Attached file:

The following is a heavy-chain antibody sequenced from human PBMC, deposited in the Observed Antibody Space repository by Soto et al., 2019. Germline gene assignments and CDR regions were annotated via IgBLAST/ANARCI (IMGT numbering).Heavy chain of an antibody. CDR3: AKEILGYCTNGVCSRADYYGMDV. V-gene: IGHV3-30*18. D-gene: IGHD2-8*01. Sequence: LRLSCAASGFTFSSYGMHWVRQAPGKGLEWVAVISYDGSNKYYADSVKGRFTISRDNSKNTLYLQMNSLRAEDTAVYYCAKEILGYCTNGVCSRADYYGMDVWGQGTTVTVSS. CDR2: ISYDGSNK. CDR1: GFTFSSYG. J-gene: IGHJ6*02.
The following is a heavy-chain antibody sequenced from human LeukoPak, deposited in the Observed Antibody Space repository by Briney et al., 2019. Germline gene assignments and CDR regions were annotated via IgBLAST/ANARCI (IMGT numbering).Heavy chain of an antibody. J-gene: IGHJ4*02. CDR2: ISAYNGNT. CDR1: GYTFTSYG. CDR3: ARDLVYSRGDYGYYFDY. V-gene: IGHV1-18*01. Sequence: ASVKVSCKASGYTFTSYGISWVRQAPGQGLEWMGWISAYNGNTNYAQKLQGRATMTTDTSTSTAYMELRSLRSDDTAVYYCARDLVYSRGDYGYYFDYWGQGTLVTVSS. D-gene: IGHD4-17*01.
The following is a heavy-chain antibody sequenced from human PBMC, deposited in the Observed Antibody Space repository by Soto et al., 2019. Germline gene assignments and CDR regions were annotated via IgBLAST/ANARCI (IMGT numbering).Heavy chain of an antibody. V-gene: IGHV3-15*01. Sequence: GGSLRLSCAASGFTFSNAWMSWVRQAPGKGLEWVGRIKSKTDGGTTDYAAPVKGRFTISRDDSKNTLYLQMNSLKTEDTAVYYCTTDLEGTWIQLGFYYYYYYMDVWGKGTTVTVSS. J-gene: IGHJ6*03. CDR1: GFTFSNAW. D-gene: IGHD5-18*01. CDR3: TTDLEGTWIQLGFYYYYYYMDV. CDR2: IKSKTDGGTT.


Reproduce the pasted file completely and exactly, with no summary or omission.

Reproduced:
The following is a heavy-chain antibody sequenced from human PBMC, deposited in the Observed Antibody Space repository by Soto et al., 2019. Germline gene assignments and CDR regions were annotated via IgBLAST/ANARCI (IMGT numbering).Heavy chain of an antibody. CDR3: AKEILGYCTNGVCSRADYYGMDV. V-gene: IGHV3-30*18. D-gene: IGHD2-8*01. Sequence: LRLSCAASGFTFSSYGMHWVRQAPGKGLEWVAVISYDGSNKYYADSVKGRFTISRDNSKNTLYLQMNSLRAEDTAVYYCAKEILGYCTNGVCSRADYYGMDVWGQGTTVTVSS. CDR2: ISYDGSNK. CDR1: GFTFSSYG. J-gene: IGHJ6*02.
The following is a heavy-chain antibody sequenced from human LeukoPak, deposited in the Observed Antibody Space repository by Briney et al., 2019. Germline gene assignments and CDR regions were annotated via IgBLAST/ANARCI (IMGT numbering).Heavy chain of an antibody. J-gene: IGHJ4*02. CDR2: ISAYNGNT. CDR1: GYTFTSYG. CDR3: ARDLVYSRGDYGYYFDY. V-gene: IGHV1-18*01. Sequence: ASVKVSCKASGYTFTSYGISWVRQAPGQGLEWMGWISAYNGNTNYAQKLQGRATMTTDTSTSTAYMELRSLRSDDTAVYYCARDLVYSRGDYGYYFDYWGQGTLVTVSS. D-gene: IGHD4-17*01.
The following is a heavy-chain antibody sequenced from human PBMC, deposited in the Observed Antibody Space repository by Soto et al., 2019. Germline gene assignments and CDR regions were annotated via IgBLAST/ANARCI (IMGT numbering).Heavy chain of an antibody. V-gene: IGHV3-15*01. Sequence: GGSLRLSCAASGFTFSNAWMSWVRQAPGKGLEWVGRIKSKTDGGTTDYAAPVKGRFTISRDDSKNTLYLQMNSLKTEDTAVYYCTTDLEGTWIQLGFYYYYYYMDVWGKGTTVTVSS. J-gene: IGHJ6*03. CDR1: GFTFSNAW. D-gene: IGHD5-18*01. CDR3: TTDLEGTWIQLGFYYYYYYMDV. CDR2: IKSKTDGGTT.